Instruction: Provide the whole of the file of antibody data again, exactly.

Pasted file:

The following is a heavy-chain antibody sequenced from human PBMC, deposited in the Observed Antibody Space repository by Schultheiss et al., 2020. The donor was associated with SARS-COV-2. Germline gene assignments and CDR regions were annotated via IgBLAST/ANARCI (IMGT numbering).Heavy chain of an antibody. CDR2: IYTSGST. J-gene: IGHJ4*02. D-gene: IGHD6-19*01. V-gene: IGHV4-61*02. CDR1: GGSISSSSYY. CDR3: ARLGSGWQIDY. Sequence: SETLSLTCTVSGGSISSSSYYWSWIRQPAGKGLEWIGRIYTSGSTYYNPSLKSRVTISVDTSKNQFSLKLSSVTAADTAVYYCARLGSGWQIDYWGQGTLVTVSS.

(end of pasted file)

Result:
The following is a heavy-chain antibody sequenced from human PBMC, deposited in the Observed Antibody Space repository by Schultheiss et al., 2020. The donor was associated with SARS-COV-2. Germline gene assignments and CDR regions were annotated via IgBLAST/ANARCI (IMGT numbering).Heavy chain of an antibody. CDR2: IYTSGST. J-gene: IGHJ4*02. D-gene: IGHD6-19*01. V-gene: IGHV4-61*02. CDR1: GGSISSSSYY. CDR3: ARLGSGWQIDY. Sequence: SETLSLTCTVSGGSISSSSYYWSWIRQPAGKGLEWIGRIYTSGSTYYNPSLKSRVTISVDTSKNQFSLKLSSVTAADTAVYYCARLGSGWQIDYWGQGTLVTVSS.